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Former Plaid Cymru leader’s lead role in Welsh community energy organisation

08 Sep 2022 3 minute read
Leanne Wood, picture by David Ho. Ben Ferguson, picture by Delyth Higgins.

Former Plaid Cymru leader Leanne Wood and west Wales renewable energy specialist Ben Ferguson have been appointed as new directors of a Welsh community energy group.

Leanne and Ben are charged with steering Community Energy Wales (CEW) to help realise its vision of a green energy system that puts people first.

“There is simply nothing more important than responding to the climate emergency,” said Leanne.

“We have to end our addiction to fossil fuels, and ensuring that communities stay in control of the energy they generate is an essential part of the solution. 

“CEW are a great team, with a sound values base ethos and big ambition. I can’t wait to get started.”

Democratising access

Ben Ferguson served as a founding member and director of Carmarthenshire’s Ynni Sir Gar project – delivering the county’s first ever community-owned wind turbine – and Community Energy in Pembrokeshire. 

“Community renewable energy projects offer a great opportunity to democratise access to low carbon power at reliable prices, at a time when the failures of our current system have never been clearer,” said Ben.

“In response to the Welsh Government’s growing support, these ideas are beginning to flourish – and we look forward to working with all comers to realise the true power of locally owned and controlled energy in Wales.”

People cleaning hydro screens at Ynni Ogwen hydroelectricity plant in Bethesda, picture: Nick Pipe. Right: a community-owned turbine set up by Community Energy Pembrokeshire, picture: Community Energy Wales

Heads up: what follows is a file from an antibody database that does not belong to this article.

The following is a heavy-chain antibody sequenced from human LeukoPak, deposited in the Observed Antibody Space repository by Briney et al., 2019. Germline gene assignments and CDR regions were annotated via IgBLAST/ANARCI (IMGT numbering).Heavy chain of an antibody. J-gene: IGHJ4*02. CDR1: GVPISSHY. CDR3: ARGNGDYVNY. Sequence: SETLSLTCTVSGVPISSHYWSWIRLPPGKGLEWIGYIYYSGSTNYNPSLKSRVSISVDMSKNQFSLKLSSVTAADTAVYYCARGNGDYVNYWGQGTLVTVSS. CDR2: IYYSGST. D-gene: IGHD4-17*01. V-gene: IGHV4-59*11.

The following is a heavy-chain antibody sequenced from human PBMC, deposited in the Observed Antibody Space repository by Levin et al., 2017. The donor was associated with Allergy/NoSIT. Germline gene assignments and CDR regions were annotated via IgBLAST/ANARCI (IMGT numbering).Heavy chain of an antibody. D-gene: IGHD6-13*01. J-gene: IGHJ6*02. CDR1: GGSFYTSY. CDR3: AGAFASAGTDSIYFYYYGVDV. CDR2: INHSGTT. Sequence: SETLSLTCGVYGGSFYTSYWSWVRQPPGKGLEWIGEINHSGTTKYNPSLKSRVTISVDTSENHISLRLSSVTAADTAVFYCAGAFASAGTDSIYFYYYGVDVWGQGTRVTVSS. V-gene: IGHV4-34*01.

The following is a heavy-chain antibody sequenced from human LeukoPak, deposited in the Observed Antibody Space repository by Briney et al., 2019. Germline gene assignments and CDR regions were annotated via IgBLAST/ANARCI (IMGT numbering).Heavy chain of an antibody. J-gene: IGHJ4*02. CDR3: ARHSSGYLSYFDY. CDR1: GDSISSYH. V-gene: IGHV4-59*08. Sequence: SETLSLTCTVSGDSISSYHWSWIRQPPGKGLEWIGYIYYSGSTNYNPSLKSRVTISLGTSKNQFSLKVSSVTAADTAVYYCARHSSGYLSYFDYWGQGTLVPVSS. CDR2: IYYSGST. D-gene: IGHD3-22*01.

Leanne and Ben are excited to build on what has already been achieved by outgoing leader Rob Proctor, working on new opportunities to increase community-owned renewable energy in Wales, along with green transport schemes that will save people money while also helping to cut emissions.

This includes CEW’s car clubs, which will allow communities to share a stock of electric vehicles instead of running individual private cars on fossil fuels.

It is hoped the initiative will significantly reduce carbon emissions across Wales, provide more transport and connection opportunities for those without cars, and help families on lower incomes to get around cheaply.

Research by shared transport charity Collaborative Mobility UK (CoMoUK) on average across Britain each car club vehicle results in 18.5 private cars being replaced.

CEW was set up in 2012 to provide assistance and a voice to community organisations working on energy projects in Wales.

The organisation is a network of 52 members, including Awel Aman Tawe, which is developing Hwb y Gors, a low carbon hub at Cwmgors, and which set up the largest solar energy cooperative in Wales, Egni.


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David Smith
David Smith
27 days ago

Crucial that member owned and controlled co-operative energy companies are rooted in their respective communities. Scale and local accountability are equally important.

Cathy Jones
Cathy Jones
27 days ago

This is the stuff!…

Geoffrey ap.
Geoffrey ap.
26 days ago

I am very pleased to see she is involved in this, she is a very talented person. Still confident of great things from her.

Ken Davies
26 days ago

Looks like the way ahead. Could people be enabled to scrap their petrol/ diesel vehicle to invest in enterprise and access use of communally owned electric vehicles? 🦡

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